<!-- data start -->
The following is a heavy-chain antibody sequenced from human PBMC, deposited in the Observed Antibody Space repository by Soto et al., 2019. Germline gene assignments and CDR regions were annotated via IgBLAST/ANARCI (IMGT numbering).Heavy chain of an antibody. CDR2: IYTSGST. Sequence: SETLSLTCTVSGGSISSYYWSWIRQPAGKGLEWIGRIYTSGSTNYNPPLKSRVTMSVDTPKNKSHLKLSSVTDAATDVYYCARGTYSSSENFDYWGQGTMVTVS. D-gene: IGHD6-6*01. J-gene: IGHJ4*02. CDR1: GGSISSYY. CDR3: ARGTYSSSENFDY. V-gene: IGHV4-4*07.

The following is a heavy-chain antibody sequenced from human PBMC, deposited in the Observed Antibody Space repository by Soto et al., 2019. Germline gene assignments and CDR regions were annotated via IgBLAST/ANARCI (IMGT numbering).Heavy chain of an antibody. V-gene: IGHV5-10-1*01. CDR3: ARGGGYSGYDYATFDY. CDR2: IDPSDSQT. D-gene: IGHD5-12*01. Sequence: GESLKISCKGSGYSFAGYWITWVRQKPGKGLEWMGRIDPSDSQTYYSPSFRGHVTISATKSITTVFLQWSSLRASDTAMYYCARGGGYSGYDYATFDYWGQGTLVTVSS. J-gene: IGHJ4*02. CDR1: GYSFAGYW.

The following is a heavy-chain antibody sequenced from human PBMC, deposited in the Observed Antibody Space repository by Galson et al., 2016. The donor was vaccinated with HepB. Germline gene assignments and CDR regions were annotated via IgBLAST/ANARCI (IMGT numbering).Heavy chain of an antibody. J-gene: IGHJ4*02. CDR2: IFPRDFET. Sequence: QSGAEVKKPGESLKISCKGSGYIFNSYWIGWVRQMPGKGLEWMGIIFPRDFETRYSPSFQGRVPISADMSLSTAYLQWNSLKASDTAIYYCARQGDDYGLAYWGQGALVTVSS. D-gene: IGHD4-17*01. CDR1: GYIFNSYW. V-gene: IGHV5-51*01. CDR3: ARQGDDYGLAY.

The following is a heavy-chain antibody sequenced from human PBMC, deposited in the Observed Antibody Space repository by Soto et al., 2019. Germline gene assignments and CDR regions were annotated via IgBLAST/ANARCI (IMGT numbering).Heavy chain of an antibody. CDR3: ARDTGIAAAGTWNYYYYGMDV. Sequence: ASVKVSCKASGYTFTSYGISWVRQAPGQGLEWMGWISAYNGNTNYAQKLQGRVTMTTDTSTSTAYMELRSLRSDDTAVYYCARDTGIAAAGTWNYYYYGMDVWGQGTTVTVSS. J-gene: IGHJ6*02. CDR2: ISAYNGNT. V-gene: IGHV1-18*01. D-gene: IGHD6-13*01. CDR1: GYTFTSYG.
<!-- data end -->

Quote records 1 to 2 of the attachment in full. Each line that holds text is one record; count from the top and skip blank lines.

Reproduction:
The following is a heavy-chain antibody sequenced from human PBMC, deposited in the Observed Antibody Space repository by Soto et al., 2019. Germline gene assignments and CDR regions were annotated via IgBLAST/ANARCI (IMGT numbering).Heavy chain of an antibody. CDR2: IYTSGST. Sequence: SETLSLTCTVSGGSISSYYWSWIRQPAGKGLEWIGRIYTSGSTNYNPPLKSRVTMSVDTPKNKSHLKLSSVTDAATDVYYCARGTYSSSENFDYWGQGTMVTVS. D-gene: IGHD6-6*01. J-gene: IGHJ4*02. CDR1: GGSISSYY. CDR3: ARGTYSSSENFDY. V-gene: IGHV4-4*07.

The following is a heavy-chain antibody sequenced from human PBMC, deposited in the Observed Antibody Space repository by Soto et al., 2019. Germline gene assignments and CDR regions were annotated via IgBLAST/ANARCI (IMGT numbering).Heavy chain of an antibody. V-gene: IGHV5-10-1*01. CDR3: ARGGGYSGYDYATFDY. CDR2: IDPSDSQT. D-gene: IGHD5-12*01. Sequence: GESLKISCKGSGYSFAGYWITWVRQKPGKGLEWMGRIDPSDSQTYYSPSFRGHVTISATKSITTVFLQWSSLRASDTAMYYCARGGGYSGYDYATFDYWGQGTLVTVSS. J-gene: IGHJ4*02. CDR1: GYSFAGYW.